Praying Those People Out Of My Life… or not

Picture 147Take it away Lord,” or even, “Take him away Lord,” is a probable response to those who resident our lives, those contentious ones who make living uncomfortable. We wonder why this person must occupy a space we’d prefer be vacant.

From Psalter it is evident Israel’s David contended with similar struggles, and yet, God chose to leave Saul in his life for more than a decade after making it known the shepherd boy was His man.

A favorite tweeting buddy of mine (well, actually he doesn’t even know I exist save for brief interaction occasion ago) spoke recently of an answer to this leaving people like Saul in our lives. Why was Saul left in David’s life for so long?

My self-decreed friend (who doesn’t know I exist) shares,

“Saul was left in David’s life to ensure his God got rid of all the Saul from out of David’s life.”

That my friends, is deep, so if it didn’t sink the first read, glance again. Of course, there is the question though of which side of this equation I occupy; Saul or David? Hmmm… could there be a little lot of both in all of us?

About mtsweat

Seeking the rest that is only promised and found in Christ Jesus, along with my treasured wife of more than twenty-five years, we seek to grow in our relationship with our Heavenly Father, walk with the Holy Spirit as He moves our hearts, loving others always as Jesus loves us, and carry the news of His glory, the wonderful gospel, that gives light and life where there once was only darkness.
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8 Responses to Praying Those People Out Of My Life… or not

  1. Kristi says:

    I’m a newlywed of almost 4 months. My husband and I are very opposites. We believe The Lord placed us in each other’s lives to roughen the edges and refine each other. That though Christ we can be a united One. I love that quote about David and Saul and can’t wait to share it with my dear husband.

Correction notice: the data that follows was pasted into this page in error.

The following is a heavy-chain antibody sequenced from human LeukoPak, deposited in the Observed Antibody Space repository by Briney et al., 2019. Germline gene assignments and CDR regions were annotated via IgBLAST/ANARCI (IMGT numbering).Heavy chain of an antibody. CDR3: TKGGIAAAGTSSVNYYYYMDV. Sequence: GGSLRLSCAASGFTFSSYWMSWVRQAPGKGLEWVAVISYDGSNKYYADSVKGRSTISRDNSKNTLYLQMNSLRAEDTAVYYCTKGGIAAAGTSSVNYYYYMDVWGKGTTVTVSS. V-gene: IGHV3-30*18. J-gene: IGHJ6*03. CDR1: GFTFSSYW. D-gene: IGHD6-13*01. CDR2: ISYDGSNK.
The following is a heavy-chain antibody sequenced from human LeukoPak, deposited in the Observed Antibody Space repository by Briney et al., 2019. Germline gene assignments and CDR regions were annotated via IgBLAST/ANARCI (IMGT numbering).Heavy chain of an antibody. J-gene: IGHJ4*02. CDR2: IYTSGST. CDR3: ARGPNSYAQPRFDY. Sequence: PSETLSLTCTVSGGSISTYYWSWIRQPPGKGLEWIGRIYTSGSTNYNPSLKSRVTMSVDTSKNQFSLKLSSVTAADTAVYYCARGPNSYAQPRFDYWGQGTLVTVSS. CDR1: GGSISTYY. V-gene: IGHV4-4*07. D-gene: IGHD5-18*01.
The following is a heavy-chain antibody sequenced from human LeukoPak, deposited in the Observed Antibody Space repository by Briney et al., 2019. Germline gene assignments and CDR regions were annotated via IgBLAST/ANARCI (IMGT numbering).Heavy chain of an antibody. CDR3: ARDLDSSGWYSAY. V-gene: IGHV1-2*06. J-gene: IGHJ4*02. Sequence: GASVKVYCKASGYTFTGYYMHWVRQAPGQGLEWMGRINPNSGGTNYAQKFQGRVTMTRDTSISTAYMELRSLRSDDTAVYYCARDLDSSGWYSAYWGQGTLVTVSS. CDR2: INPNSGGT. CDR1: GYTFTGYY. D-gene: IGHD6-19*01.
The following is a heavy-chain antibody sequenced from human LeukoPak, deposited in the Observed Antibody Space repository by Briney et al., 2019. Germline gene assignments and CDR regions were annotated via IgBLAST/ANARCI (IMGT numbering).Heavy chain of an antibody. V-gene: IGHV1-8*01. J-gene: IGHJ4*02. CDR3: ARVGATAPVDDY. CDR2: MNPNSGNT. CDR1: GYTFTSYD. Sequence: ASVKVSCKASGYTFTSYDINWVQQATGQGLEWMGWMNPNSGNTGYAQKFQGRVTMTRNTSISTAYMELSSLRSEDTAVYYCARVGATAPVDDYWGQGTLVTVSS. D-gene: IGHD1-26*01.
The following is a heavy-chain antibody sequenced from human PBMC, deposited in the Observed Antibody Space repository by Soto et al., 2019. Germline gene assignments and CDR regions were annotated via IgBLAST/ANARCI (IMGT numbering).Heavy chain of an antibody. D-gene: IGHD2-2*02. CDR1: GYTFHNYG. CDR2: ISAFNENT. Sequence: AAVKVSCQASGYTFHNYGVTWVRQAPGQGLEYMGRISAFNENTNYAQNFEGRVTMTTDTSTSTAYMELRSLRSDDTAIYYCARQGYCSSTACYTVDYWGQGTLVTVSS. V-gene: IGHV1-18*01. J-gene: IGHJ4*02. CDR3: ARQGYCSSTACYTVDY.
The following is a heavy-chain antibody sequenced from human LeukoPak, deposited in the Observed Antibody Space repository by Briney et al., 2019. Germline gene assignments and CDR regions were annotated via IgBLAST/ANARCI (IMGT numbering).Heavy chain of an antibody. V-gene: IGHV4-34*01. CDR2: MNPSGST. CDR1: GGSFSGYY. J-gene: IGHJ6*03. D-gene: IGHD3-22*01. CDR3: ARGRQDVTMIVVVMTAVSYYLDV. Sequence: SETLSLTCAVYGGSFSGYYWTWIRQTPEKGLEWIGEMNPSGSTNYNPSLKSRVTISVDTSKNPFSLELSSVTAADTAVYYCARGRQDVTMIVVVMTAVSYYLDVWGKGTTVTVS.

• mtsweat says:

      That is a fantastic testimony… and prayers for your young marriage, that both of you will be blessed with every spiritual blessing in the heavens in Christ Jesus. Thanks!

  2. ccragamuffin says:

    Isn’t it interesting that the slinter and the beam in Matthew 7:3 are both of the same material? And how hard it is dor me to realize that Jesus was saying I have a larger portion than my contentious friend. But I have had “rough” people be as holy sandpaper to my soul…painful…but shape changing…and for that I give thanks.

    • mtsweat says:

      That is so true. Getting beyond the painful realisation of our “beams” brings a freedom to let God put the chainsaw to work, and without the hindering beam, who knows, there may just be the possibility of rightly removing a splinter or two. Good word.

  3. That was deep. I believe that this is a comforting thought that I’m going to latch onto and run with. Thanks for sharing that tweet from your twitter buddy.

    • mtsweat says:

      I love it that you join me in insisting Mr. Brunson acknowledge our friendship! 🙂 In serious thought though, I was moved this week to also “latch and run” with my twitter buddy’s thoughts, not so much on my account, but an endeavor my wife experienced, which of course is one and the same since we are one. Easily recognizing a contentious personality she was having to endure (and she did masterfully by the way), it ocurred to me that what she was having to deal with is much the same as I treat certain selected people. The pain I felt for her made me note “you know, those I treat this way feel the same way.” Yes, there’s a ton more Saul needing shucked from this soul. Encouraging others, as you awesomely do with your writing, will be the tool of victory, not “spear chunking” as Saul became famous for. Thanks and blessings good friend.

      • I was able to use your tweet-buddy’s wisdom when encouraging a friend this weekend. 🙂

        • mtsweat says:

          That is too cool! I think my TB would indeed be pleased to know this… of course, that’s if he really knew me, and really knew he was being quoted. 🙂 Thanks and many blessings to you!

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